The characteristics of the women included in the study are presented in Tables 1-3. The two main groups studied were as follows: Group 1 comprising 32 patients with eclampsia and Group 2 comprising 28 normotensive pregnant (NTP) patients age and sex matched with Group 1 above. A third group (Group3) served as a nonpregnant control group and comprised 21 normal healthy nonpregnant women. The first two groups were similar in age (22 ± 4:22 ± 5) and gestational age (36 ± 2:34 ± 3 weeks) as well as parity at the time of the study. Forty one percent of eclamptic women in this study were between 20 - 24 years old while women less than 20 years of age represented 38% and 39% of eclamptic women and normal pregnant women respectively. Most of the eclamptics, 28 (88%) were unbooked, not having registered at the antenatal clinic of the ABUTH while all (100%) normotensive pregnant controls had been booked. Of the unbooked eclamptic patients many claimed to be booked at peripheral clinics within and around town but it was not possible to get any of their records at the point of admission. The major presenting complaints in patients with eclampsia included throbbing frontal headache (93%), dizziness, vomiting, blurring of vision and pitting edema (93%). Clonic, tonic convulsions were frequent in patients with eclampsia (93%) along with urinary protein greater than 4+ on dipstick (97%). Fever was present in only 28% of these patients and sugar in their urine could only be ascertained in 6 (19%) eclamptic patients. Twenty-one (66%) of these patients had prior signs of pre-eclampsia while eleven (34%) did not. Nulliparous women constituted the bulk in both groups (75%) of eclamptics; (75%) of NTP controls (Table 1). Also in both groups of patients, Hausa women constituted the ethnic bulk (67%) followed by Yoruba (20%), Ibo (3%) and others (10%). The occupational distribution of patients with eclampsia included housewife (59%), farmer and trader (9%) each, civil servant (6%) and 1 tailor. There were 7 (22%) deaths in patients with eclampsia. All patients and controls studied were seronegative for HIV by the DetermineTM. Trinity Biotech, Japan or Immunocomb Bi-Spot, PBS Organics rapid parallel tests.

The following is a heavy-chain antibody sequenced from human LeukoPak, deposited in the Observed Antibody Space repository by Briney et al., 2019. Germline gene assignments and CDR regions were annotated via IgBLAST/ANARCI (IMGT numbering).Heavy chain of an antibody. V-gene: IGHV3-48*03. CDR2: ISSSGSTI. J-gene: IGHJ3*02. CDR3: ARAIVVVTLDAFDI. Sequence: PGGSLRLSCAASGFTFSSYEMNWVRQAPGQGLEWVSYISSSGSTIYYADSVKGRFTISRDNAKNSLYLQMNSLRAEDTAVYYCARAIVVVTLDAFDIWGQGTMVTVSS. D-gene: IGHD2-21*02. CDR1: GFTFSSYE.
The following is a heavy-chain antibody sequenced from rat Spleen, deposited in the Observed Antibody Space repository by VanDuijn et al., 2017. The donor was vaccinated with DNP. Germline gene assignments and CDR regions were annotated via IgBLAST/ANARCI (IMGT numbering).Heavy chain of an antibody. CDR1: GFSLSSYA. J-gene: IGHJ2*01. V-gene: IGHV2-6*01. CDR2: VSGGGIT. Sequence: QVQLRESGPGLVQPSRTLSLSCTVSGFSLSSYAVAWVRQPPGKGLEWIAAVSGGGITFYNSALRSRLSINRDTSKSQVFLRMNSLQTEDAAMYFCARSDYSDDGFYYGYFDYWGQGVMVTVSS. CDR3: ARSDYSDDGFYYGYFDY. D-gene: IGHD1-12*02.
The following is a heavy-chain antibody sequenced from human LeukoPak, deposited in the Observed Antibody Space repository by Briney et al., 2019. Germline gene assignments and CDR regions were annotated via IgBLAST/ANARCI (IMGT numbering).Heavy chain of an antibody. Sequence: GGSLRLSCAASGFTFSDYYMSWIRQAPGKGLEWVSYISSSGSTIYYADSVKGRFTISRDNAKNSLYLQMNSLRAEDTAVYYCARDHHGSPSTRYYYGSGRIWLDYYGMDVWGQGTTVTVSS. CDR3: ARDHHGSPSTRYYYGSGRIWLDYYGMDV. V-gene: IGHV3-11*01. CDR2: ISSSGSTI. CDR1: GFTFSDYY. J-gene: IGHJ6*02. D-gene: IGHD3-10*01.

As indicated in Table 2 antepartum and intrapartum pre-eclampsia occurred in 15 (47%) and 17 (53%) eclamptic patients respectively.

Intrauterine fetal death was observed in 16 (50%) patients and a roughly equal number of patients (14) had live births (Table 3). The outcome of delivery was unknown in 2 (6%) patients who were taken out of the ABU Teaching Hospital due to financial constraints.